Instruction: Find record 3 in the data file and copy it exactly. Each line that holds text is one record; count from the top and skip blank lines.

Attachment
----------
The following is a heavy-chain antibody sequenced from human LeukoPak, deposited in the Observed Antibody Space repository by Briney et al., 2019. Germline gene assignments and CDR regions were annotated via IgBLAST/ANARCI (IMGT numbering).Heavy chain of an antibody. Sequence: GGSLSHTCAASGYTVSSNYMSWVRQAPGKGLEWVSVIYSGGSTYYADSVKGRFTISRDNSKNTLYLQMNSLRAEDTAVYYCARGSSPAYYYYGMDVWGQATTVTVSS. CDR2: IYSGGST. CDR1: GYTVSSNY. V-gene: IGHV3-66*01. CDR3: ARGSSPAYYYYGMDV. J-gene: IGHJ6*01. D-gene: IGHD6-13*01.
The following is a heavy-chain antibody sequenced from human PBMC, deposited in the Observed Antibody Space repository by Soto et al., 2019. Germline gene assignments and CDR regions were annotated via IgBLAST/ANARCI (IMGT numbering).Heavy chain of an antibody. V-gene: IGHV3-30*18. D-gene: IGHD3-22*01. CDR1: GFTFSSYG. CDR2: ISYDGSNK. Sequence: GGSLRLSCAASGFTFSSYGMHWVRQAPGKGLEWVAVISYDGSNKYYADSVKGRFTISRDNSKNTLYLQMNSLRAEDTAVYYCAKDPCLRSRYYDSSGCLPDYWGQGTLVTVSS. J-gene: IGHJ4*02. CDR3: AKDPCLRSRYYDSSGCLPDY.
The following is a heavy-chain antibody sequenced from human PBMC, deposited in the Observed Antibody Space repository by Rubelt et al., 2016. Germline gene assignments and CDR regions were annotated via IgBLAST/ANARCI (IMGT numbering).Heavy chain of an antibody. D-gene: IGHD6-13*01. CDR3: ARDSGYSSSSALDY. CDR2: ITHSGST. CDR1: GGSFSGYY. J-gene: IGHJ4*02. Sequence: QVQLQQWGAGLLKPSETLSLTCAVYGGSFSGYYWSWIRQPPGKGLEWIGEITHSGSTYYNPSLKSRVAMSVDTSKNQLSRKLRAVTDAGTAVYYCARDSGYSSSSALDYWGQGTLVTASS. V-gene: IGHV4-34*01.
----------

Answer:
The following is a heavy-chain antibody sequenced from human PBMC, deposited in the Observed Antibody Space repository by Rubelt et al., 2016. Germline gene assignments and CDR regions were annotated via IgBLAST/ANARCI (IMGT numbering).Heavy chain of an antibody. D-gene: IGHD6-13*01. CDR3: ARDSGYSSSSALDY. CDR2: ITHSGST. CDR1: GGSFSGYY. J-gene: IGHJ4*02. Sequence: QVQLQQWGAGLLKPSETLSLTCAVYGGSFSGYYWSWIRQPPGKGLEWIGEITHSGSTYYNPSLKSRVAMSVDTSKNQLSRKLRAVTDAGTAVYYCARDSGYSSSSALDYWGQGTLVTASS. V-gene: IGHV4-34*01.